War and peace in Essex
Modern day nature reserves are both havens for wildlife and relaxing destinations for the people that visit them. However, for some of Essex Wildlife Trust’s nature reserves, they had very different uses during the world wars. With the London skyline within reach, the Ingrebourne Valley acts as a green lung for the local community. There are 261 hectares of interconnecting habitats and the marsh is recognised as an internationally important site for wildlife.
But during both world wars, Hornchurch Country Park in the Ingrebourne Valley was known as Sutton’s Farm Airfield, a renowned Spitfire station that played a crucial role in the Battle of Britain.
In place of the airfield today is the EWT’s Ingrebourne Valley Visitor Centre, which opened in 2015 in partnership with Havering Council. Within the centre there is a memory booth containing artefacts, film footage and interviews with people that remember the site as an airfield. The Spitfires may be long gone, but keep your eyes to the skies – you might see a lapwing tumbling from the sky or the darting blue flash of a kingfisher. Over in Shoeburyness, Gunners Park and Shoebury Ranges nature reserve looks out towards the mighty Thames Estuary. The reserve is managed in conjunction with Southend on Sea Borough Council, but for 149 years it was owned by the Board of Ordnance and the Royal Artillery, where it was used as an experimental range and a training school. Scores of structures were built on the site and many remain in place today. This nature reserve is a hotspot for migrating birds and the remains of the structures now provide an unusual home for nesting birds such as barn swallows.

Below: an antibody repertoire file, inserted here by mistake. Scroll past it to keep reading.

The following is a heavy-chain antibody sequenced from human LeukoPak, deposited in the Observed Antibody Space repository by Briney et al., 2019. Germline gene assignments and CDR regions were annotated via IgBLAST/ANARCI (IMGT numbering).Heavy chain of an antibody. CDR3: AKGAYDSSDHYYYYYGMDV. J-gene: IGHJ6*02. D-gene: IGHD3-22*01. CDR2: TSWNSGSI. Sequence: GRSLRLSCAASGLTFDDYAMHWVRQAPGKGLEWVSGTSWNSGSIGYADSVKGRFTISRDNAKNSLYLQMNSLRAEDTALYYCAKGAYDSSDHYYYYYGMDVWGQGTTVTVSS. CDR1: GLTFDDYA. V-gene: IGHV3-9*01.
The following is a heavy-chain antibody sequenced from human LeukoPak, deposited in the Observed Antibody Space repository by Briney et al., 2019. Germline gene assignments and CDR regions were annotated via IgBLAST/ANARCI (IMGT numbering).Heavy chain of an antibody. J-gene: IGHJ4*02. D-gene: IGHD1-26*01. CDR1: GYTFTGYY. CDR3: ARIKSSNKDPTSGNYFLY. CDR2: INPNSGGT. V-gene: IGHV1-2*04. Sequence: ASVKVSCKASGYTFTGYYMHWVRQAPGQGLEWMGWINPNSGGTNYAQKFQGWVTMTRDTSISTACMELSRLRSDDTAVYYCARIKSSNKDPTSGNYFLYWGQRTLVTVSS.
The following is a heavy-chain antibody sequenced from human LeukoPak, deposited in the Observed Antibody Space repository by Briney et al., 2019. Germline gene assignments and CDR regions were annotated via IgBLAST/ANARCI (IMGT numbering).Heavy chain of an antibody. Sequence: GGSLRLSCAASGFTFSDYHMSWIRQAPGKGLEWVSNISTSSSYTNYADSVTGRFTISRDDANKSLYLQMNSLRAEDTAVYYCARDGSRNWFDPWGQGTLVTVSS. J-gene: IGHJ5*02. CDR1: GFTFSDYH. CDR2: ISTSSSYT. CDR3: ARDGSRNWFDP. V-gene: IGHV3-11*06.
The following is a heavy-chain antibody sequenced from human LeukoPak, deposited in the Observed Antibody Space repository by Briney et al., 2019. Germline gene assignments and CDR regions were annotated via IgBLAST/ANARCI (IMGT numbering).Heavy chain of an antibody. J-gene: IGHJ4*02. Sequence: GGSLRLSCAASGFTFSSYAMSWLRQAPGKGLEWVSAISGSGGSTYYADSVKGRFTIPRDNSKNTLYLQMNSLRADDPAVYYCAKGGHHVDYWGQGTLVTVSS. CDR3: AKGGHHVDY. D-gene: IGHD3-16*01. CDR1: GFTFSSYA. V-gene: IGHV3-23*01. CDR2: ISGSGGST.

The largest area of lowland heathland remaining in Essex is found at Tiptree Heath Nature Reserve, but in the mid-20th century, common land laws were suspended and it was ploughed as part of the Dig for Victory campaign. The low nutrient soil is fantastic for heather but it only produced poor crops, so in 1955 it was sown with grass seed and left to grow wild. Today the reserve is looked after jointly with the Friends of Tiptree Heath and with the help of eight Exmoor ponies. The reserve is managed to help the heathland and all three species of heather thrive.